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Research scientists discover gene defect responsible for epilepsy

University Of Bonn (Universit : 21 March, 2007  (Technical Article)
Some 70 million people world-wide suffer from what is known as idiopathic epilepsy. The symptoms can vary considerably, ranging from brief unconsciousness and twitching of arms or legs to serious attacks of cramp. Research scientists at the Universities of Bonn, Ulm and Aachen have now been able to identify a gene that, if not properly functioning, can trigger all forms of commonly occurring idiopathic epilepsy. Their findings have just been published in the renowned science journal 'Nature Genetics'.
Some of the cautionary tales of 'Struwwelpeter' read like the observations of an epilepsy researcher. Take the character Johnny-Look-in-the-Air: 'it was always Johnny's rule, to be looking at the sky' until 'Bump! Dump!', down he fell. He might well have suffered from an absence epilepsy. 'This variant usually affects children of 4 and 5 years of age,' explains the Bonn medical scientists Dr. Armin Heils. 'They lose consciousness for ten or twenty seconds and turn their eyes skywards, but carry on walking until they finally trip and fall.' In other cases, when children reach the age of 10 or 12 they suddenly turn into 'Fidgety Philip': after waking up, or when sitting at the breakfast table, their arms and legs begin to twitch involuntarily, they sweep plates from the table, or drop their cups of cocoa.

'We make an overall distinction between seven different types of so-called idiopathic epilepsies,' explains Dr. Heils. The most dangerous are referred to as 'grand mal' seizures, which are associated with loss of consciousness, severe muscle cramps and foaming at the mouth. 'What all these forms have in common is that they tend to run in the family. The predisposition is inherited, and some rare types are actually caused by a single gene defect.' The Bonn epileptologists have become the first scientists world-wide to identify a gene which, if defective, can cause various types of idiopathic epilepsy. Which form is ultimately manifested in the patient probably depends on other genes.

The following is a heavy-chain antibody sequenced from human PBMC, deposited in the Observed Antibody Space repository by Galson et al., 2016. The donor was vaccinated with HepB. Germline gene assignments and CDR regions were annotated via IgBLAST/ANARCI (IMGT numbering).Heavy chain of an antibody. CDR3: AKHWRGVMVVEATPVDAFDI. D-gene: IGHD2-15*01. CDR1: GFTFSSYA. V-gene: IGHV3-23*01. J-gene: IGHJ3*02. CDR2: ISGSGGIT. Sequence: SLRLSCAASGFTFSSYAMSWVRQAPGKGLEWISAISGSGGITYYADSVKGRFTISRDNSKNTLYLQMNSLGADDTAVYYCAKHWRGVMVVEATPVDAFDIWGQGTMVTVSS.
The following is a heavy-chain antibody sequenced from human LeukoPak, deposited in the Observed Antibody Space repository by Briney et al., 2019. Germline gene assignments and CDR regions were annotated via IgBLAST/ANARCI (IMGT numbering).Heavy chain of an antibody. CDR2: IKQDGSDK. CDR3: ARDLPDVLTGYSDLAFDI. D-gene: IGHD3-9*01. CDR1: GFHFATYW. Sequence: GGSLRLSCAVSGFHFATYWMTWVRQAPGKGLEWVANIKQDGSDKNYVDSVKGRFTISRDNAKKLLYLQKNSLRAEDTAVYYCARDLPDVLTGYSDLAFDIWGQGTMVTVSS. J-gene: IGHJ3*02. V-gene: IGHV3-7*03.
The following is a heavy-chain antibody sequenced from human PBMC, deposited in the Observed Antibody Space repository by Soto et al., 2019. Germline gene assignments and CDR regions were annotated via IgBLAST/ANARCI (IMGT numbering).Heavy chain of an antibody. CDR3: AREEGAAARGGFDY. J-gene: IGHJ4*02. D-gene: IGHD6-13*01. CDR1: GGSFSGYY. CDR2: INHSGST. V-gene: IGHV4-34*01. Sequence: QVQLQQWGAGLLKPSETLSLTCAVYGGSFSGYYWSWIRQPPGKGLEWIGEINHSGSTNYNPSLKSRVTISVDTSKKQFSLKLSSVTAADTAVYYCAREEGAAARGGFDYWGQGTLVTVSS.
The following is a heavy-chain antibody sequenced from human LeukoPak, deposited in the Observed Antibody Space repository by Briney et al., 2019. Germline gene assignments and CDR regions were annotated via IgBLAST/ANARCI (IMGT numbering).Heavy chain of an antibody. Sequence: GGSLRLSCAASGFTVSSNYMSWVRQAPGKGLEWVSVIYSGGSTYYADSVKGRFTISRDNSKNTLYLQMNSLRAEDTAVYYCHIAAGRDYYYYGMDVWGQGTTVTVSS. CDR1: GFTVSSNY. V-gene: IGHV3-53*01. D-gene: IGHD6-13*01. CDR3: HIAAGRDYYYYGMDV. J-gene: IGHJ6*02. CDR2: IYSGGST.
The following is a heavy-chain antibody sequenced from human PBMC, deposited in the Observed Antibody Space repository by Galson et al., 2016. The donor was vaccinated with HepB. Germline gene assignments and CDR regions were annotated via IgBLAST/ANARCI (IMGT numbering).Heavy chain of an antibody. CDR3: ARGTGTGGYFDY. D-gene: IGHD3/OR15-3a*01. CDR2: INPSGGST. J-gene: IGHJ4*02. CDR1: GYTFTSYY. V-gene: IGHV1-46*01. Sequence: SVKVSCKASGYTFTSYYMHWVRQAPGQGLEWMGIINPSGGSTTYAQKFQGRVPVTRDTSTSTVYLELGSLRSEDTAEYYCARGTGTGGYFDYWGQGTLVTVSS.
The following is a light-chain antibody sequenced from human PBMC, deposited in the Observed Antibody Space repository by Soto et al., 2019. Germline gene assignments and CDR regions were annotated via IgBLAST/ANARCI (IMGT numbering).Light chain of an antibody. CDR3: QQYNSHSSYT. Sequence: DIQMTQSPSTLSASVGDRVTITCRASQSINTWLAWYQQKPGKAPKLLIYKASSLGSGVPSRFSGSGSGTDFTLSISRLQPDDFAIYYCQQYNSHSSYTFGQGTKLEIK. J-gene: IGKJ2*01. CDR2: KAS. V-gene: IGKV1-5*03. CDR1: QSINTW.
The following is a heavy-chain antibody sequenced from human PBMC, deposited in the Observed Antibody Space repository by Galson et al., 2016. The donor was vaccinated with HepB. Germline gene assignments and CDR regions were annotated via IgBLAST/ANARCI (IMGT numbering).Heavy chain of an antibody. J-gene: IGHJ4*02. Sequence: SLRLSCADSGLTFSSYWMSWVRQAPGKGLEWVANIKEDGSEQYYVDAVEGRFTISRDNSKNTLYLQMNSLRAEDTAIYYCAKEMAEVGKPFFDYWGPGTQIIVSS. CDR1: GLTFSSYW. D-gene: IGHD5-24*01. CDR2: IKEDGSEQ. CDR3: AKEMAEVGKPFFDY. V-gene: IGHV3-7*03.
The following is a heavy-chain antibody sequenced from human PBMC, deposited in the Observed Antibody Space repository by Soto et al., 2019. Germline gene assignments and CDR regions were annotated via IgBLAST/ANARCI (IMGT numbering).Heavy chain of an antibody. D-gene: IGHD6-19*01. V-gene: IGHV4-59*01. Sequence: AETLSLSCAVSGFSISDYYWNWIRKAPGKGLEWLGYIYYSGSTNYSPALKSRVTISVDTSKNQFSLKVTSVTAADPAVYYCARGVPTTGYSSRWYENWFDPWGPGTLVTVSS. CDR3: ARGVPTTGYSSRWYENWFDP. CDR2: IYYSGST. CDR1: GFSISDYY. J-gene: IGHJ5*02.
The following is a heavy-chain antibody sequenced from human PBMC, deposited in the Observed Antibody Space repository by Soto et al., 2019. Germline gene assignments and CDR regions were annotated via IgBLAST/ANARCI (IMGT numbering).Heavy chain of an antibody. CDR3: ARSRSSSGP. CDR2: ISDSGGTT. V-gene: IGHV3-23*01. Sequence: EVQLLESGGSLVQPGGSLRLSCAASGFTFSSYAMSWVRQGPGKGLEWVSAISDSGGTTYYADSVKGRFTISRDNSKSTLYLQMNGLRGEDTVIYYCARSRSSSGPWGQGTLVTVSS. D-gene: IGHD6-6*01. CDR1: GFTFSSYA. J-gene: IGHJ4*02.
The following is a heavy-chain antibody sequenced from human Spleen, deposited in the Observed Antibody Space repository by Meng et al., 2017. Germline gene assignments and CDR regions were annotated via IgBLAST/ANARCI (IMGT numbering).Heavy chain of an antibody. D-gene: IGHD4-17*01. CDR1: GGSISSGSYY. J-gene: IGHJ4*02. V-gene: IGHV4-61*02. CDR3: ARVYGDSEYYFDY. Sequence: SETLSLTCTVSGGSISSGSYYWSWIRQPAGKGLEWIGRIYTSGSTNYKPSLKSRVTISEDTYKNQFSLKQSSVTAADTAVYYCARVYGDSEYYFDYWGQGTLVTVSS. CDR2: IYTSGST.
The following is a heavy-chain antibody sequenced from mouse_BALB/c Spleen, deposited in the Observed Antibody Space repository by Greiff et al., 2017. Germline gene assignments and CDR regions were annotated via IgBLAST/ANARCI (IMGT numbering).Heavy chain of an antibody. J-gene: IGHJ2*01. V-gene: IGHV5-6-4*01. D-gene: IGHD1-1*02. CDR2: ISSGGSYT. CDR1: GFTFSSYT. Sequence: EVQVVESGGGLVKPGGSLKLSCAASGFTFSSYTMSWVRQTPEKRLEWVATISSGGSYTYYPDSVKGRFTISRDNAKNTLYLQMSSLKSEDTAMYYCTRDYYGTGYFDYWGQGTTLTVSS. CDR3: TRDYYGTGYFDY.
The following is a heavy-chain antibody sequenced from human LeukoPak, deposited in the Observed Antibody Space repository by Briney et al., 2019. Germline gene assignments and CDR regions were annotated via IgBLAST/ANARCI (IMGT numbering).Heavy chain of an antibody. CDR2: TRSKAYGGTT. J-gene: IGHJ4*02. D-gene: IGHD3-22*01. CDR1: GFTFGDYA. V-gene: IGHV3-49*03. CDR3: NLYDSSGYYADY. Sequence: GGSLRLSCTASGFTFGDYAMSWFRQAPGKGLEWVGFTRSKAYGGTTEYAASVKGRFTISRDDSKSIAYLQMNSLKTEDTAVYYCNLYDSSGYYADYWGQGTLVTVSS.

Every nerve cell communicates with numerous neighbouring cells via electrical impulses. An epileptic attack occurs when these impulses proliferate. A single initial signal can then lead to an electrical response on millions of nerve cells. This is normally prevented by a tiny messenger substance known as 'GABA'; which makes the nerve cells less excitable. The sedative Valium is in a sense modelled on a GABA.

Whether GABA is really able to constrain the process of signal proliferation depends, however, on the concentration of chloride in the nerve cells. If it is too high, the messenger substance acts more like an accelerator. The epilepsy gene contains a blueprint for a channel through which chloride ions from the nerve cells can escape. If an error has been written into the blueprint, the channel becomes useless and the chloride concentration rises in the cells, so that GABA can no longer developed the desired action. Epileptic attacks are the consequence.

The Bonn team studied a total of 46 families in which at least two members have suffered from an idiopathic epilepsy. 'In three families, the gene for the chloride channel had mutated; all the epileptic family members had inherited the defective gene, while the healthy members hadn't,' reports Dr. Heils. In one of these families the channel remained partially functional despite the mutation; these patients have suffered only rare attacks of epilepsy, which were milder than those found in the other two families. 'The patients have suffered from completely different forms of idiopathic epilepsy,' Dr. Heils added, explaining that this was 'an indication that other genes play a role in the disorder.' In contrast, the researchers looked at a control group of 360 healthy persons and found no changes in the channel gene.
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